By default your content will flow automatically from one column to the next, and the length of the overall element (in our case an article tag) will be adjusted to fit a balanced fill of columns. This ensures the final product looks tidy and clean. You can overwrite this setting with the column-fill property.

001 -webkit-column-fill: balanced;
 002 -moz-column-fill: balanced;
 003 -o-column-fill: balanced;
 004 -ms-column-fill: balanced;
 005 column-fill: balanced;

Setting up our layout

Let’s take what we’ve got so far and apply it to our article to create a nice multi-column layout. We’ll start off with four columns, and allow the content to fill the columns automatically. We will also make our first paragraph a bit bigger, so as to act as an introduction to the main piece.

Test and review

If you load up the page inside your browser now, you should see a nicely balanced four-column layout with text balanced nicely between the four columns. You’ll notice that some of the text should perhaps flow across multiple columns though, especially in the header. Let’s address that next.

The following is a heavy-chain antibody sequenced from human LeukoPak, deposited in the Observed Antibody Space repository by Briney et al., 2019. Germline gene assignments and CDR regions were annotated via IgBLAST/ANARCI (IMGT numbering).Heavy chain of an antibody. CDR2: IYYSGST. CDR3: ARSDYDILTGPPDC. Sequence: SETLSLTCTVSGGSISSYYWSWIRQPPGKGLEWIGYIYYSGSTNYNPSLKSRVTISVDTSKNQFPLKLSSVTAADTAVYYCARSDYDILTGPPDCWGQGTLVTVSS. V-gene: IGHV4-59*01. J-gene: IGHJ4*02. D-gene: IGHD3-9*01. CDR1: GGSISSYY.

Spanning columns

Headings and pull quotes can be set to span multiple columns by using the column-span property. Currently this property only supports two values: none or all. This means that your content will either break out and flow across all the columns in your layout, or will conform to the column layout. Add the code below to see this in action:.

001 article header {
 002 position: relative;
 003 display: block;
 004 -webkit-column-span:all; column-span: all;
 005 border-bottom: 2px solid #333;
 006 }
 007 article header h1 {
 008 font-size: 9.5em;
 009 line-height: 1em;
 010 font-weight: bold;
 011 text-transform:uppercase;
 012 margin:0;
 013 padding: 0;
 014 }
 015 article header h4 {
 016 text-align: right;
 017 margin: 0;
 018 padding: 0;
 019 }

Images and columns

You’ll notice that the images in our original markup are rendering perfectly inside the column width. This would be the case regardless of the size of the image, so long as you leave the width and height attributes out of the tag. Doing so means you can use images just as you normally would, without worrying about how they are going to fit into variable-size columns.

Breaking columns with spanned elements

About halfway down our article we’ve got an aside element, which is acting a bit like a pull quote. We’re going to use this to break up our columnar layout by applying the column-span property to the aside element. While we’re at it, we’ll add a border to the top and bottom to help separate the element visually.